Heather Morris: Lea Michele was unpleasant to work with, deserves to be called out

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As someone who always got a bad vibe from Lea Michele, I’m feeling pretty good about what’s happened to her this week. I feel like my instincts were dead-on about her. To recap, Samantha Marie Ware got the ball rolling when she responded to Lea’s tweet about the murder of George Floyd. Ware said Lea made her first TV gig “a living hell” and that Lea “told everyone” that if she had the opportunity, she would “sh-t” in Ware’s wig. Ware accused Lea of “traumatic microaggressions” and more. Many of Lea’s former costars piled on with GIFs and tweets, backing up Ware’s story. Then yesterday, Lea decided to release an apology which was… one of the WORST apologies I’ve ever read in my life. I can’t even summarize it – just go here to read the mess. Her publicist must have been drunk when she okayed that. So what else has happened? Another costar is speaking up – Heather Morris worked with Lea for years on Glee.

Heather Morris is speaking out about the allegations made against her former Glee co-star Lea Michele. The 33-year-old actress and dancer, who played cheerleader Brittany S. Pierce on the beloved series, says that Lea was “very” unpleasant to work with.

Heather said, “Let me be very clear, Hate is a disease in America that we are trying to cure, so I would never wish for hate to be spread to anyone else. With that said, was she unpleasant to work with? Very much so; for Lea to treat others with the disrespect that she did for as long as she did, I believe she SHOULD be called out.”

“And yet, it’s also on us because to allow it to go on for so long without speaking out is something else we’re learning along with the rest of society,” Heather continued. “But, at the current moment its implied that she is a racist and although I cannot comment on her beliefs, I think we’re assuming, and you know what happens when we all assume…”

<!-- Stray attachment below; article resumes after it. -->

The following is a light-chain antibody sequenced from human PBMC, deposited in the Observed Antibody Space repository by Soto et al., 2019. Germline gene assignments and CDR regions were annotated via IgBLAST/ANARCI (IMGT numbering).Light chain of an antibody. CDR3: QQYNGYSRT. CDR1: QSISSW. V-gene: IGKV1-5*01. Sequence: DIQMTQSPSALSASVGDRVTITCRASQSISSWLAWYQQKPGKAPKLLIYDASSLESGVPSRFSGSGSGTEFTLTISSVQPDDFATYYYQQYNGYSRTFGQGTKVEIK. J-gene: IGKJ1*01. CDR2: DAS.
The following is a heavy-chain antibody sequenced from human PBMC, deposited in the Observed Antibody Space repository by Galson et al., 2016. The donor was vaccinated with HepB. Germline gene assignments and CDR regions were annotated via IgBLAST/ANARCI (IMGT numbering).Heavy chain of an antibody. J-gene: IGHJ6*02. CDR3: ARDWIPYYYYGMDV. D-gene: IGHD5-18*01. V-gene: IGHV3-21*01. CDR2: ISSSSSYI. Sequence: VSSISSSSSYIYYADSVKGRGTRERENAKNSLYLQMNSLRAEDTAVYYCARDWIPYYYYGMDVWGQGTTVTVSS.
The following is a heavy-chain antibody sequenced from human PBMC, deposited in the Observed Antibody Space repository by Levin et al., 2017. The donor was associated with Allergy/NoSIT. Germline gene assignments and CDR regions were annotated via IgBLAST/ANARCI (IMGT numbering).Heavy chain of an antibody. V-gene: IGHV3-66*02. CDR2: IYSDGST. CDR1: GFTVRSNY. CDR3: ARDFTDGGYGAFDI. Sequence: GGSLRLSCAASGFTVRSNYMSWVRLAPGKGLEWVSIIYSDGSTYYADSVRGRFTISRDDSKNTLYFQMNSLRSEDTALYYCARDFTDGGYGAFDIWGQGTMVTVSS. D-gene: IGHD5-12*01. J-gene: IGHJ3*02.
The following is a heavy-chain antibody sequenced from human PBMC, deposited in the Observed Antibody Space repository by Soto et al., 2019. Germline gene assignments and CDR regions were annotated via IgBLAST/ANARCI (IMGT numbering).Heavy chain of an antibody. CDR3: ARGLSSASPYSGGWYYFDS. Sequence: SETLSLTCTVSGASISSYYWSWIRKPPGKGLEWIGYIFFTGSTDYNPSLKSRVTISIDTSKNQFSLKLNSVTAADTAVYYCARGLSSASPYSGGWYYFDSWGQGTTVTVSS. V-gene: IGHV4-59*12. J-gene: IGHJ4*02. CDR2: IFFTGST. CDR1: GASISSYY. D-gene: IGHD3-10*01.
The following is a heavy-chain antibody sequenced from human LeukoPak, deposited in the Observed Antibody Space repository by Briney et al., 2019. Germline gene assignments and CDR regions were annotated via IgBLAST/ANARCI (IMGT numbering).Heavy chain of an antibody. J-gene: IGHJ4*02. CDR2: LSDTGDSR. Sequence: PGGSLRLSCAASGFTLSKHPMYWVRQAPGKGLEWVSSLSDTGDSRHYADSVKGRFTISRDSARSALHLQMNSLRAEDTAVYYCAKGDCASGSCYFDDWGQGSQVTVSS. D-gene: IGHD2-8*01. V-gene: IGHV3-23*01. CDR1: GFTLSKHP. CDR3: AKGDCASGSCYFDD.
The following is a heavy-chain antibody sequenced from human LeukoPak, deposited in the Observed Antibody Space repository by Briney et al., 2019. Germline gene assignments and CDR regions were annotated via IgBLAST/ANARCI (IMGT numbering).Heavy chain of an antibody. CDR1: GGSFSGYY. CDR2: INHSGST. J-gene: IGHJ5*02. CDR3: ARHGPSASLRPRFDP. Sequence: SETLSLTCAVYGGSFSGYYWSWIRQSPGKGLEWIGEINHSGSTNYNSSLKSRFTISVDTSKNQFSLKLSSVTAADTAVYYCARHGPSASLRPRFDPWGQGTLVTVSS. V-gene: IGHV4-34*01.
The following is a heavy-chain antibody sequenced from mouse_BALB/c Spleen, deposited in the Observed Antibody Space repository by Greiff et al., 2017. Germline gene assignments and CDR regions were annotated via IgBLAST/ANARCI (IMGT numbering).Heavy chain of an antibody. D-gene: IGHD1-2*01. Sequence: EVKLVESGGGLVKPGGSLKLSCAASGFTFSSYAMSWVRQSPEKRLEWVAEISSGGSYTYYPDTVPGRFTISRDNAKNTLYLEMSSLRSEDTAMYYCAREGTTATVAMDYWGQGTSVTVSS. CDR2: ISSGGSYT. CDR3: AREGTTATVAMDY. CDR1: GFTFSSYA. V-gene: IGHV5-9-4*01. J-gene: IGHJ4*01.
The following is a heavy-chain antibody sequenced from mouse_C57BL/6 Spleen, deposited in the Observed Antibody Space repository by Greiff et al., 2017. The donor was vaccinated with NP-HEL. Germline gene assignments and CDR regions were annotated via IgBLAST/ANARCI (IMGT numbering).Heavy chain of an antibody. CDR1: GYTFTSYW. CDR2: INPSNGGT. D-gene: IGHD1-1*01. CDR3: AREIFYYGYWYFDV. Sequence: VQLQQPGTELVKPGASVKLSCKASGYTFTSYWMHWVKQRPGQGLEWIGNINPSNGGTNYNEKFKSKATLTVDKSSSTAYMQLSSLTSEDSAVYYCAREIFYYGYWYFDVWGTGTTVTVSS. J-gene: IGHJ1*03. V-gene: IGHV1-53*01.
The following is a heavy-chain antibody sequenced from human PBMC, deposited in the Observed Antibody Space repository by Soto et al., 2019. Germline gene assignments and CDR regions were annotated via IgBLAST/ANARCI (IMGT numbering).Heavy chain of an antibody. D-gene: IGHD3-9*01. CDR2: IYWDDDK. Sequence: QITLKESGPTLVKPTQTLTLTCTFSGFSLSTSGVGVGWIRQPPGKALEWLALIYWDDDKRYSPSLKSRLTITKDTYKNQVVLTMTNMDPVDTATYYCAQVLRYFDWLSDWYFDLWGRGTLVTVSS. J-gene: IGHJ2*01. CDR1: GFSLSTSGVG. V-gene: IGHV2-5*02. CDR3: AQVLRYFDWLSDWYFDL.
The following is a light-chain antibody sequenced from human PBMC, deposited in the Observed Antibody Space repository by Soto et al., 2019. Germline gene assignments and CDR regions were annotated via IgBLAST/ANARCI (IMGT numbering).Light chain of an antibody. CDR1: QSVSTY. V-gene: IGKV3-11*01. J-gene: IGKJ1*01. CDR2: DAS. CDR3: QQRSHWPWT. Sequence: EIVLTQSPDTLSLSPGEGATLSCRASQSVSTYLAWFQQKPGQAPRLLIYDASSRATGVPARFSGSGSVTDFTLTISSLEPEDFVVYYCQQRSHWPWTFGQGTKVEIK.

[From JustJared]

I think Heather is trying to make a nuanced argument, one which (ultimately) doesn’t even matter. Heather’s basically like “yeah, Lea threatened to sh-t in a lot of wigs, but I don’t think wig sh-tting is necessarily racist”? Which is not the point because it’s still wig sh-tting. Also, I believe Samantha Ware. She didn’t say “racist” but she said “traumatic microaggressions,” and a lot of Lea’s former costars (who happen to be black) were agreeing with Ware. As for this: “It’s also on us because to allow it to go on for so long without speaking out is something else we’re learning along with the rest of society.” I hate that both-sidesism. Yes, every coworker has a responsibility to treat each other with respect, and when one person is constantly disrespectful, people should speak out. But it’s not “on” Lea’s bullying victims in the same way it’s “on” Lea for being a hateful, wig sh-tting C-U-Next-Tuesday.

What else? Lea’s Spring Awakening costar Gerard Canonico had this to say about working with Lea and her horrendous apology:

And Samantha Ware made a pun about how many times Lea said “perceived” in her apology.

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67 Responses to “Heather Morris: Lea Michele was unpleasant to work with, deserves to be called out”

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  1. emmy says:

    I think we all need to unlearn this dumb introspection thing whenever someone is a d*ck to us or treat us horribly. And by we I mean in this case women. She was an a**, just let that stand. We don’t always have to be gracious or the bigger person. Who made that rule?

    • kimberlu says:

      “you know what they say about people who assume…” is an assumption that I know what they say…and I don’t, so what does that make people who say that?

      • Laura says:

        The phrase I’ve heard is “when you assume you make an “ass” out of “u” & “me”, being that all of those letters are in the word. Maybe that’s what she’s referring to, but I’d like to hear others take on it too, please.

      • Laura says:

        EDIT: Sorry, didn’t mean to double post.

    • Apple says:

      I don’t think it’s both-side-ism… I think perhaps what she’s trying to say is they stood by and let other people get bullied, they looked the other way (even if some of them were also the subject of the behaviour). And that seems pretty valid, especially now.

      • Kelly says:

        Agreed, I didn’t see it as both sidesim either. Going by everyone’s stories Lea’s had this reputation for the entirety of her career and it was only now that she got seriously called out.